Concerns for competitive pricing as exit fees outlawed

Concerns for competitive pricing as exit fees outlawed

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Staff Reporter

The federal government’s ban on home loan exit fees is set to become law as of July 1, with the Senate Commottee rejecting a bid to overturn the measure.

The Mortgage & Finance Association of Australia (MFAA), which had sought an exemption for smaller lenders from the banning of exit fees, said while it accepts the decision of the parliament, it will continue to fight for a competitive mortgage market.

The MFAA had advocated for the ban on mortgage exit fees to include an exemption of small non-bank lenders, based on the fear that without exit fees the non-banks will find it hard to compete and that with less competition, interest rates would increase for all Australians.

“It became clear during our lobbying that there are many in Parliament who share our concerns that the breadth of competition in the mortgage market needs to be enhanced in order to keep interest rates low,” said MFAA president Phil Naylor.

Recent ABS figures confirmed that smaller lenders now have only one per cent of the mortgage market, down from their 13.6 per cent market share just prior to the GFC.

The banks now have a market share of 92 per cent, according to the MFAA.

“Non-bank lenders are synonymous with bringing down the margin on home loans in Australia,” said Mr Naylor, “making mortgages more affordable for all Australians.”

Staff Reporter

The federal government’s ban on home loan exit fees is set to become law as of July 1, with the Senate Commottee rejecting a bid to overturn the measure.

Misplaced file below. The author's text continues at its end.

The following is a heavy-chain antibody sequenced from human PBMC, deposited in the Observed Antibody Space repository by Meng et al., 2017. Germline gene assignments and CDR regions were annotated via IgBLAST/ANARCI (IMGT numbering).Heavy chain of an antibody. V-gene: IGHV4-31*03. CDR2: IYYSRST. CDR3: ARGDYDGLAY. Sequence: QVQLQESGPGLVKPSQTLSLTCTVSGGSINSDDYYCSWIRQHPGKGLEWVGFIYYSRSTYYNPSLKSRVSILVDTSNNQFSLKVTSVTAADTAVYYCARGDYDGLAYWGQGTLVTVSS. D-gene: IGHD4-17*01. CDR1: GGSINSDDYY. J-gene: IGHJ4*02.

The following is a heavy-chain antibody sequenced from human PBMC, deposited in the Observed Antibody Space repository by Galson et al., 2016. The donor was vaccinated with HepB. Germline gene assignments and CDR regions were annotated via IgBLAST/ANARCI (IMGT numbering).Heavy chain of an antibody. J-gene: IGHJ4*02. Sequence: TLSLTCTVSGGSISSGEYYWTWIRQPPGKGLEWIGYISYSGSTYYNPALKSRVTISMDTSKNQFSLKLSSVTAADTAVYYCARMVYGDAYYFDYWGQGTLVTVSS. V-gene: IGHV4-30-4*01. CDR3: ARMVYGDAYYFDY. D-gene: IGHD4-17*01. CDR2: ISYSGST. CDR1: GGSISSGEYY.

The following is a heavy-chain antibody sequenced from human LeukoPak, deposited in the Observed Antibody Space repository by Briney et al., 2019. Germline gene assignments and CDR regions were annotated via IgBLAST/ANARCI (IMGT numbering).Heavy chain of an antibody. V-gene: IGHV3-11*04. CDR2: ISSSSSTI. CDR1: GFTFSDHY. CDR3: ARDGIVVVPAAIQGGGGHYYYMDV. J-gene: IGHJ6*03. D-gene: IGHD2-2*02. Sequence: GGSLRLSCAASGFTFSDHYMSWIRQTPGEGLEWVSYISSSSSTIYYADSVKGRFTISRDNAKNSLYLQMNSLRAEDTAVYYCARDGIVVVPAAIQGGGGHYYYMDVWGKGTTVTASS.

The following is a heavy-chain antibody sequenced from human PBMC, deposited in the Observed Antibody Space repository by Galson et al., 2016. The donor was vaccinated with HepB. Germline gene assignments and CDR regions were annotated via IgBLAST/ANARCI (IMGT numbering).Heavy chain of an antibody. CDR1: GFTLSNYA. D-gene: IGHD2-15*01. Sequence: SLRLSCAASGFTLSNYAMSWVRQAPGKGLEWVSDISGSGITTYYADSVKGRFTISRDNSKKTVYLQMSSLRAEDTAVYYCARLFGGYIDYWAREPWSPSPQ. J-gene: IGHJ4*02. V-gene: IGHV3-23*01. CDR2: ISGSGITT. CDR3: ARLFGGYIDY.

The Mortgage & Finance Association of Australia (MFAA), which had sought an exemption for smaller lenders from the banning of exit fees, said while it accepts the decision of the parliament, it will continue to fight for a competitive mortgage market.

The MFAA had advocated for the ban on mortgage exit fees to include an exemption of small non-bank lenders, based on the fear that without exit fees the non-banks will find it hard to compete and that with less competition, interest rates would increase for all Australians.

“It became clear during our lobbying that there are many in Parliament who share our concerns that the breadth of competition in the mortgage market needs to be enhanced in order to keep interest rates low,” said MFAA president Phil Naylor.

Recent ABS figures confirmed that smaller lenders now have only one per cent of the mortgage market, down from their 13.6 per cent market share just prior to the GFC.

The banks now have a market share of 92 per cent, according to the MFAA.

“Non-bank lenders are synonymous with bringing down the margin on home loans in Australia,” said Mr Naylor, “making mortgages more affordable for all Australians.”

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